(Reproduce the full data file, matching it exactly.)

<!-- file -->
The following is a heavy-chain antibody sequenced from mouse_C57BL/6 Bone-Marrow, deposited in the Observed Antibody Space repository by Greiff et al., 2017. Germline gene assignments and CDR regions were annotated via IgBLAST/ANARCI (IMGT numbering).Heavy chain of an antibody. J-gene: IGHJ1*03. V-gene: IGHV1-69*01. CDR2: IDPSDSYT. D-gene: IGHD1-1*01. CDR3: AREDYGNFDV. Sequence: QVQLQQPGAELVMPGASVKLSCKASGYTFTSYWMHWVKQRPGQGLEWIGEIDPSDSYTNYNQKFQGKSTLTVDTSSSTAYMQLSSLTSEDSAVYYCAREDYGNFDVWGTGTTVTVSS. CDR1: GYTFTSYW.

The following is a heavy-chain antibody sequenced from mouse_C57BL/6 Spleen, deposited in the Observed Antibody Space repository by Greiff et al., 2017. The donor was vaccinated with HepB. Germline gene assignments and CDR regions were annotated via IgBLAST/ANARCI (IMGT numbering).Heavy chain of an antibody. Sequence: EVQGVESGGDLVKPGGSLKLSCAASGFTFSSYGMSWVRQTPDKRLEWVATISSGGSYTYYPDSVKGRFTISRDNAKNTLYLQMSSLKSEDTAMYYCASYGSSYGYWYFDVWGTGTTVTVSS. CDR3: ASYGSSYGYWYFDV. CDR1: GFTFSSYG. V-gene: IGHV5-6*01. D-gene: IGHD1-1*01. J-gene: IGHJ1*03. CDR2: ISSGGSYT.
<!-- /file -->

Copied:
The following is a heavy-chain antibody sequenced from mouse_C57BL/6 Bone-Marrow, deposited in the Observed Antibody Space repository by Greiff et al., 2017. Germline gene assignments and CDR regions were annotated via IgBLAST/ANARCI (IMGT numbering).Heavy chain of an antibody. J-gene: IGHJ1*03. V-gene: IGHV1-69*01. CDR2: IDPSDSYT. D-gene: IGHD1-1*01. CDR3: AREDYGNFDV. Sequence: QVQLQQPGAELVMPGASVKLSCKASGYTFTSYWMHWVKQRPGQGLEWIGEIDPSDSYTNYNQKFQGKSTLTVDTSSSTAYMQLSSLTSEDSAVYYCAREDYGNFDVWGTGTTVTVSS. CDR1: GYTFTSYW.

The following is a heavy-chain antibody sequenced from mouse_C57BL/6 Spleen, deposited in the Observed Antibody Space repository by Greiff et al., 2017. The donor was vaccinated with HepB. Germline gene assignments and CDR regions were annotated via IgBLAST/ANARCI (IMGT numbering).Heavy chain of an antibody. Sequence: EVQGVESGGDLVKPGGSLKLSCAASGFTFSSYGMSWVRQTPDKRLEWVATISSGGSYTYYPDSVKGRFTISRDNAKNTLYLQMSSLKSEDTAMYYCASYGSSYGYWYFDVWGTGTTVTVSS. CDR3: ASYGSSYGYWYFDV. CDR1: GFTFSSYG. V-gene: IGHV5-6*01. D-gene: IGHD1-1*01. J-gene: IGHJ1*03. CDR2: ISSGGSYT.